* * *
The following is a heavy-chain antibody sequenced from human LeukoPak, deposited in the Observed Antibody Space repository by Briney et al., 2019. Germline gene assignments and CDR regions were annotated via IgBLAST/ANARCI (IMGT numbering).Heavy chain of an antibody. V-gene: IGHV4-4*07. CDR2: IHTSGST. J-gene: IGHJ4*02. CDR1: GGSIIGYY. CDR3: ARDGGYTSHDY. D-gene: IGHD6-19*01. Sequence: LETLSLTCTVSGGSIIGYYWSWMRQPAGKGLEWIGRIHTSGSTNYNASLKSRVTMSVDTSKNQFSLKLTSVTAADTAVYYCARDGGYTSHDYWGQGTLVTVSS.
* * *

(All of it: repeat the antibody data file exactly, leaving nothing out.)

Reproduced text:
The following is a heavy-chain antibody sequenced from human LeukoPak, deposited in the Observed Antibody Space repository by Briney et al., 2019. Germline gene assignments and CDR regions were annotated via IgBLAST/ANARCI (IMGT numbering).Heavy chain of an antibody. V-gene: IGHV4-4*07. CDR2: IHTSGST. J-gene: IGHJ4*02. CDR1: GGSIIGYY. CDR3: ARDGGYTSHDY. D-gene: IGHD6-19*01. Sequence: LETLSLTCTVSGGSIIGYYWSWMRQPAGKGLEWIGRIHTSGSTNYNASLKSRVTMSVDTSKNQFSLKLTSVTAADTAVYYCARDGGYTSHDYWGQGTLVTVSS.